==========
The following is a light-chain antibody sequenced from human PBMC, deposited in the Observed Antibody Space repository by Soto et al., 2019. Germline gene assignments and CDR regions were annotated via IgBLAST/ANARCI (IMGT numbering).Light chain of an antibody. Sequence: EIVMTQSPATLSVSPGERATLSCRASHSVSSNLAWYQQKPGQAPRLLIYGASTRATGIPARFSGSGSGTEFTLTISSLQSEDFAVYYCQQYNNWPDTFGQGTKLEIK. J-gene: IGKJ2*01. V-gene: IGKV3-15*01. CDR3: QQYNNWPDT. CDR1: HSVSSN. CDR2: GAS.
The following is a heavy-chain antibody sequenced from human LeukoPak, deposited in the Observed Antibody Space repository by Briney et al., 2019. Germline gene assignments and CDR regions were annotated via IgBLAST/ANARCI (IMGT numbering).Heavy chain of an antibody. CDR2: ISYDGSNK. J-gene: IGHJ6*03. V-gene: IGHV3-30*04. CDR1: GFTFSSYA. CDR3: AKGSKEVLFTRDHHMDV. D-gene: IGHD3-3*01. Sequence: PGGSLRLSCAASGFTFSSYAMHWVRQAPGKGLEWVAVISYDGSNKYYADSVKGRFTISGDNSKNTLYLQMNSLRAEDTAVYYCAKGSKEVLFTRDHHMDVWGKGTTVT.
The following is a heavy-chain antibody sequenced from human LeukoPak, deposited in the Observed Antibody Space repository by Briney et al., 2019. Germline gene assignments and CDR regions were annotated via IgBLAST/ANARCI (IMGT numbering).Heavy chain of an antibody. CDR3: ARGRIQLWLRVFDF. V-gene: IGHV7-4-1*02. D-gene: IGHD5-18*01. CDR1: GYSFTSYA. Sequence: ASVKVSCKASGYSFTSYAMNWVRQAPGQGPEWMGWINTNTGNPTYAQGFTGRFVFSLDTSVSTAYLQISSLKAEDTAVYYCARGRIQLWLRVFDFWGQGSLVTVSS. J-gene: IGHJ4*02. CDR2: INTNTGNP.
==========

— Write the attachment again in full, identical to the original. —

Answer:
The following is a light-chain antibody sequenced from human PBMC, deposited in the Observed Antibody Space repository by Soto et al., 2019. Germline gene assignments and CDR regions were annotated via IgBLAST/ANARCI (IMGT numbering).Light chain of an antibody. Sequence: EIVMTQSPATLSVSPGERATLSCRASHSVSSNLAWYQQKPGQAPRLLIYGASTRATGIPARFSGSGSGTEFTLTISSLQSEDFAVYYCQQYNNWPDTFGQGTKLEIK. J-gene: IGKJ2*01. V-gene: IGKV3-15*01. CDR3: QQYNNWPDT. CDR1: HSVSSN. CDR2: GAS.
The following is a heavy-chain antibody sequenced from human LeukoPak, deposited in the Observed Antibody Space repository by Briney et al., 2019. Germline gene assignments and CDR regions were annotated via IgBLAST/ANARCI (IMGT numbering).Heavy chain of an antibody. CDR2: ISYDGSNK. J-gene: IGHJ6*03. V-gene: IGHV3-30*04. CDR1: GFTFSSYA. CDR3: AKGSKEVLFTRDHHMDV. D-gene: IGHD3-3*01. Sequence: PGGSLRLSCAASGFTFSSYAMHWVRQAPGKGLEWVAVISYDGSNKYYADSVKGRFTISGDNSKNTLYLQMNSLRAEDTAVYYCAKGSKEVLFTRDHHMDVWGKGTTVT.
The following is a heavy-chain antibody sequenced from human LeukoPak, deposited in the Observed Antibody Space repository by Briney et al., 2019. Germline gene assignments and CDR regions were annotated via IgBLAST/ANARCI (IMGT numbering).Heavy chain of an antibody. CDR3: ARGRIQLWLRVFDF. V-gene: IGHV7-4-1*02. D-gene: IGHD5-18*01. CDR1: GYSFTSYA. Sequence: ASVKVSCKASGYSFTSYAMNWVRQAPGQGPEWMGWINTNTGNPTYAQGFTGRFVFSLDTSVSTAYLQISSLKAEDTAVYYCARGRIQLWLRVFDFWGQGSLVTVSS. J-gene: IGHJ4*02. CDR2: INTNTGNP.